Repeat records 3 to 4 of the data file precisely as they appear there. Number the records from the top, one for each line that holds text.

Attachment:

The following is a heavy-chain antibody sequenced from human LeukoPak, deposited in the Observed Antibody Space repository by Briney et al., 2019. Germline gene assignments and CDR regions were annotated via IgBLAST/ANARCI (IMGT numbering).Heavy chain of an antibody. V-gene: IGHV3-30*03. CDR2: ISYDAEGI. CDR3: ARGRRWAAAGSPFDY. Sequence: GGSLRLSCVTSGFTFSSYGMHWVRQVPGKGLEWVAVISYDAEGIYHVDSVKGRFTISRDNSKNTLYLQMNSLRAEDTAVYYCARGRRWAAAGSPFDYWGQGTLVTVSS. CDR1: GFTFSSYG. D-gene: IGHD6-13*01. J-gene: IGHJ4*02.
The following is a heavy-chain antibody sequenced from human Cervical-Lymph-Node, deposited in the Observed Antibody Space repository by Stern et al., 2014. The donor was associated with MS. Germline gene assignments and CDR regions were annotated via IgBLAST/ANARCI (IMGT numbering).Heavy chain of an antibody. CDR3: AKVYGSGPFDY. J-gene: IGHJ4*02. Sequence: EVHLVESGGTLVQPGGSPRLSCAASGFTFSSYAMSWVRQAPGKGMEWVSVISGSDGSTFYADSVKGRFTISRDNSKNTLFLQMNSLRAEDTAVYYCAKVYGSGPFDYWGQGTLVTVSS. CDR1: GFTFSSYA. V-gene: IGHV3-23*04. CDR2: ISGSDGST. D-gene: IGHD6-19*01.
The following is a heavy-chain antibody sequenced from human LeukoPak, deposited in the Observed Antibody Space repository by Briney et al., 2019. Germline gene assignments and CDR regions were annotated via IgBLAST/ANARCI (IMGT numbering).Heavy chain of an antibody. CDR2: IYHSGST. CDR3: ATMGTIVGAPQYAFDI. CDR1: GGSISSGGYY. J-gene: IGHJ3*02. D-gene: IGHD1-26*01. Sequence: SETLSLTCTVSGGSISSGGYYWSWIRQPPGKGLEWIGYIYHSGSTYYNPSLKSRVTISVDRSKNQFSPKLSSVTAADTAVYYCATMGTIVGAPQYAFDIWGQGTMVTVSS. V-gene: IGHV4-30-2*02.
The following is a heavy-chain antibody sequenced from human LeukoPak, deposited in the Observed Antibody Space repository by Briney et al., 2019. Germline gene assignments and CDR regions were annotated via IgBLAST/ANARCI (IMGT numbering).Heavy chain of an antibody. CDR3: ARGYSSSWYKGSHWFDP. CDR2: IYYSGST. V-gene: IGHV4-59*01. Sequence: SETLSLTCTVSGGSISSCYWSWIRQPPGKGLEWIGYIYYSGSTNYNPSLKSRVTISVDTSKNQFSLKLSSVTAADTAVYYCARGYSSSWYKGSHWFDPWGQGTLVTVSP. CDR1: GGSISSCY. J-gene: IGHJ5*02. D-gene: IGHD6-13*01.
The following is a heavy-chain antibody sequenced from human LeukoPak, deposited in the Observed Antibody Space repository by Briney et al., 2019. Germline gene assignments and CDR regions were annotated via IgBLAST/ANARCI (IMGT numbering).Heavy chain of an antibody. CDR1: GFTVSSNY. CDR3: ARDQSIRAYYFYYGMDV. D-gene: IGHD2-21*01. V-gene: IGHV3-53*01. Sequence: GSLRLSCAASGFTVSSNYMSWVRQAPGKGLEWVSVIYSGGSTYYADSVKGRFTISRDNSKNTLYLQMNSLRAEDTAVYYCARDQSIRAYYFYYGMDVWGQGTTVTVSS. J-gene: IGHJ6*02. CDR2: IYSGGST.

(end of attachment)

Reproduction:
The following is a heavy-chain antibody sequenced from human LeukoPak, deposited in the Observed Antibody Space repository by Briney et al., 2019. Germline gene assignments and CDR regions were annotated via IgBLAST/ANARCI (IMGT numbering).Heavy chain of an antibody. CDR2: IYHSGST. CDR3: ATMGTIVGAPQYAFDI. CDR1: GGSISSGGYY. J-gene: IGHJ3*02. D-gene: IGHD1-26*01. Sequence: SETLSLTCTVSGGSISSGGYYWSWIRQPPGKGLEWIGYIYHSGSTYYNPSLKSRVTISVDRSKNQFSPKLSSVTAADTAVYYCATMGTIVGAPQYAFDIWGQGTMVTVSS. V-gene: IGHV4-30-2*02.
The following is a heavy-chain antibody sequenced from human LeukoPak, deposited in the Observed Antibody Space repository by Briney et al., 2019. Germline gene assignments and CDR regions were annotated via IgBLAST/ANARCI (IMGT numbering).Heavy chain of an antibody. CDR3: ARGYSSSWYKGSHWFDP. CDR2: IYYSGST. V-gene: IGHV4-59*01. Sequence: SETLSLTCTVSGGSISSCYWSWIRQPPGKGLEWIGYIYYSGSTNYNPSLKSRVTISVDTSKNQFSLKLSSVTAADTAVYYCARGYSSSWYKGSHWFDPWGQGTLVTVSP. CDR1: GGSISSCY. J-gene: IGHJ5*02. D-gene: IGHD6-13*01.